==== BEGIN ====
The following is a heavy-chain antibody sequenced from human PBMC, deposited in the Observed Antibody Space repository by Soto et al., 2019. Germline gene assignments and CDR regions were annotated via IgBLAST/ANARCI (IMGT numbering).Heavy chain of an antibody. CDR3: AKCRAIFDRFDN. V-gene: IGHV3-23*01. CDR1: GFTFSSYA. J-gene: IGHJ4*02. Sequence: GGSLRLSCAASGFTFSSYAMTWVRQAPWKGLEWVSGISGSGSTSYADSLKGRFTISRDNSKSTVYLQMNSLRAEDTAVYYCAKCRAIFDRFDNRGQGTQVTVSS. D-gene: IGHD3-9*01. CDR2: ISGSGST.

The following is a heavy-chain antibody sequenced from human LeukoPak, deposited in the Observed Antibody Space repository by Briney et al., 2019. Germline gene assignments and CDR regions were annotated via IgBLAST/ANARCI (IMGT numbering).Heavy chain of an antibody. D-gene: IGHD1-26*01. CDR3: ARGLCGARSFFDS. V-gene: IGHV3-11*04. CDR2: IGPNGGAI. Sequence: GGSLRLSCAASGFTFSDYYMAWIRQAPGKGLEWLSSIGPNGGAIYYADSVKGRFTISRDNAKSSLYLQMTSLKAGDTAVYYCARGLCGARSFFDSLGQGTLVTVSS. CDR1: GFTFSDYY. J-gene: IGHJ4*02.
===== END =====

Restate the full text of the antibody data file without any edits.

The following is a heavy-chain antibody sequenced from human PBMC, deposited in the Observed Antibody Space repository by Soto et al., 2019. Germline gene assignments and CDR regions were annotated via IgBLAST/ANARCI (IMGT numbering).Heavy chain of an antibody. CDR3: AKCRAIFDRFDN. V-gene: IGHV3-23*01. CDR1: GFTFSSYA. J-gene: IGHJ4*02. Sequence: GGSLRLSCAASGFTFSSYAMTWVRQAPWKGLEWVSGISGSGSTSYADSLKGRFTISRDNSKSTVYLQMNSLRAEDTAVYYCAKCRAIFDRFDNRGQGTQVTVSS. D-gene: IGHD3-9*01. CDR2: ISGSGST.

The following is a heavy-chain antibody sequenced from human LeukoPak, deposited in the Observed Antibody Space repository by Briney et al., 2019. Germline gene assignments and CDR regions were annotated via IgBLAST/ANARCI (IMGT numbering).Heavy chain of an antibody. D-gene: IGHD1-26*01. CDR3: ARGLCGARSFFDS. V-gene: IGHV3-11*04. CDR2: IGPNGGAI. Sequence: GGSLRLSCAASGFTFSDYYMAWIRQAPGKGLEWLSSIGPNGGAIYYADSVKGRFTISRDNAKSSLYLQMTSLKAGDTAVYYCARGLCGARSFFDSLGQGTLVTVSS. CDR1: GFTFSDYY. J-gene: IGHJ4*02.